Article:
How will the next generation of women lead?

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They’re millennials, though they swear they’re not. They build bridges between their younger millennial counterparts and senior colleagues, and between cultures. They believe in overexplaining, flexibility and a soft touch.

A Deloitte study of millennials in the workforce found that as of 2015 more than half of them were already managers with decision-making authority and direct reports — putting them on a faster career trajectory than previous generations.

How will the workplace evolve as these older millennials, now in their late 30s, make their way to the C-suite? Talk to some of the next generation of female leaders in the finance services industry — the honorees from American Banker’s Most Powerful Women in Banking: Next list — and you start to see clues about the way they will steer their organizations.

They’ve already tackled some significant business challenges and developed their own leadership style in the process.


Bridging differences in company culture

During the financial crisis, Wilmington Trust struggled with underperforming commercial loans and capital issues. By 2011, it became clear the best option was to be acquired.

M&T, a banking company in upstate New York with a history of acquiring banks in trouble, made an offer. An acquisition was announced within 30 days.

Abigail Mrozinski, who worked at Wilmington Trust prior to the deal, helped with integrating its operations into the new parent company. She was director of corporate analysis at the time.

She was later recruited for the CFO role in the wealth and institutional services division, which is now the third largest business within M&T.

One challenge Mrozinski faced throughout the merger (and since) was the clash of two cultures. While both companies were conservative and deeply rooted in their own history, the 100-year-old Wilmington had a trust company vibe, M&T a community bank sensibility.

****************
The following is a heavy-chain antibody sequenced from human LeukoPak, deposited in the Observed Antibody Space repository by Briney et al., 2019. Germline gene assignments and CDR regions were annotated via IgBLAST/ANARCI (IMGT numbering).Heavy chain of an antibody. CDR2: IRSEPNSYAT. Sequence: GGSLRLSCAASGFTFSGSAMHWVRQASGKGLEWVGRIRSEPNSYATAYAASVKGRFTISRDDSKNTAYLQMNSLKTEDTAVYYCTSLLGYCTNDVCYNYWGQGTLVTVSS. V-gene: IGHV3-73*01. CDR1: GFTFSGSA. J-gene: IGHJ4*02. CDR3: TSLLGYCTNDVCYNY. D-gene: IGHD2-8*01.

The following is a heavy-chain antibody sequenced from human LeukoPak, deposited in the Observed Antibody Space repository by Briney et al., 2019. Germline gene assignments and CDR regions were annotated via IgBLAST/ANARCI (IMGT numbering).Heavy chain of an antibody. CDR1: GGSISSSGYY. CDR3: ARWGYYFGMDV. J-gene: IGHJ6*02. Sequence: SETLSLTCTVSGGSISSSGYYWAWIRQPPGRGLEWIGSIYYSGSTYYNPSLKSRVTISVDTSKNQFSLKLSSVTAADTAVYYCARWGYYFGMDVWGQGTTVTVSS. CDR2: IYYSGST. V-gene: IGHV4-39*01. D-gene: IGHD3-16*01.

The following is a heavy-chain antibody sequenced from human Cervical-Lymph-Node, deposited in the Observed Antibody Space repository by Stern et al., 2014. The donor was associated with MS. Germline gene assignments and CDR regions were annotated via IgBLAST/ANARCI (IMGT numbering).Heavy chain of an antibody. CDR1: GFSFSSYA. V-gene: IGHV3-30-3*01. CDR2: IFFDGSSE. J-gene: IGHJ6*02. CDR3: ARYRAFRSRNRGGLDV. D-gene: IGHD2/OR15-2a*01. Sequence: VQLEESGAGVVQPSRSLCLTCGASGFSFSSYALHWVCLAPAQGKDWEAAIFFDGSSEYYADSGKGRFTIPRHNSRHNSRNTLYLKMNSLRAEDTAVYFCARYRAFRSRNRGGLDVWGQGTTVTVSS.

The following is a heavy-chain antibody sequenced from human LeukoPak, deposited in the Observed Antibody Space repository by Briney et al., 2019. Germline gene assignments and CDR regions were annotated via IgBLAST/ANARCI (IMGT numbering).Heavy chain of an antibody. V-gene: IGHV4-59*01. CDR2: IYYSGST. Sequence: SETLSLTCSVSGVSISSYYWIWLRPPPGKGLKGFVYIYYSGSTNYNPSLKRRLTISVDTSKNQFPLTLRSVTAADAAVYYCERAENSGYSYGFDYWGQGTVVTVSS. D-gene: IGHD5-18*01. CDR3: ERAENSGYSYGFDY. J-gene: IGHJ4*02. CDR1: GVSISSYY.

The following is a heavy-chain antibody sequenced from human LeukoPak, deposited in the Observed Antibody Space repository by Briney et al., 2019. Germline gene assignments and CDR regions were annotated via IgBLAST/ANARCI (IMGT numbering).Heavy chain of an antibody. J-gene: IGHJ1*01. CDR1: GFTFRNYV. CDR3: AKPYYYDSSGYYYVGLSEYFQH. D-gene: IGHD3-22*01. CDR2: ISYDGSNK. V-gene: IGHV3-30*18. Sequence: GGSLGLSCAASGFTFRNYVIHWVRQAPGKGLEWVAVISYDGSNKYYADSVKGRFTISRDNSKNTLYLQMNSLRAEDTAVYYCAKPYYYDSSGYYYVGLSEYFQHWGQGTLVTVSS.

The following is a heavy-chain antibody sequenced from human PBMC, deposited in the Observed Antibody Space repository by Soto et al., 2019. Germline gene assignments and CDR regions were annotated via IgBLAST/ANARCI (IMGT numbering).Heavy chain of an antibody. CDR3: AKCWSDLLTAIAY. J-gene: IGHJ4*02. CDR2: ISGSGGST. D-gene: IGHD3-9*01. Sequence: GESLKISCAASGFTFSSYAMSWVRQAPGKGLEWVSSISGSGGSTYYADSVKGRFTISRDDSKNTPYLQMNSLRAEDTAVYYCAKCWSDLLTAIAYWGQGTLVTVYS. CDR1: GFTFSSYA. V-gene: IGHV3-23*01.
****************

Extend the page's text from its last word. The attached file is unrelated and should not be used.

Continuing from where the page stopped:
“The whole way a trust company goes about business is completely different than how a community bank may go about business, so there were growing pains,” she said. “There were a lot of emotions. A lot of people had worked at Wilmington their entire careers” — including Mrozinski’s mother — “and had their future invested in the company.”

Even eight years later, Mrozinski still feels like she’s a bridge between the cultures of M&T and Wilmington Trust. For example, the global capital markets business within Wilmington is entrepreneurial – constantly reacting to the market and interest rate changes and creating new products. This can seem foreign to those who are from a risk-averse retail banking culture.

“We’re still helping to create the story, find the right comparison point, the right analogies we can present to the business in a way that gets everybody on board and allows the business to grow,” she said.

Mrozinski’s bridge-building takes the forms of communicating and being patient. “The guys in capital markets often call it ‘getting to yes,’ ” Mrozinski said. “How do we get to yes?”

Becoming the international go-between

Lian Duan, deputy head of legal and compliance at China Merchants Bank Co.’s New York branch, also sees herself as a bridge – between her parent company in China and her U.S. colleagues, between U.S. regulators and her bank, and between older leaders in the company and the young millennials the bank attracts with its popular mobile banking app.

To grow internationally, China Merchants Bank set up a branch in the U.S. in 2008. But there were more regulatory headwinds to this than the parent company, China Merchants Group, realized at first.

Duan, who started working for the bank in New York in 2012, served as a point person with the Federal Reserve to get the formal regulatory approval needed for China Merchants Group to do business in the states. (Without this, the U.S. branch would not be able to expand.)

She also won a fiduciary power certificate from the New York State Department of Financial Services, to allow the U.S. branch to provide wealth management services.

The hardest part, she said, was not working with regulators but getting the bank’s parent company to understand why these efforts were necessary. The parent company, which owns 18% of the U.S. bank, didn’t know it was deemed by the Federal Reserve to be a bank holding company.

“In the Federal Reserve’s eye, if you have a controlling influence, then you are a parent company,” Duan said.

China Merchants Group was incorporated in Hong Kong, where companies need to have at least 30% ownership to be considered holding companies.


The colleagues she worked with in China and Hong Kong were older than Duan, who is 36.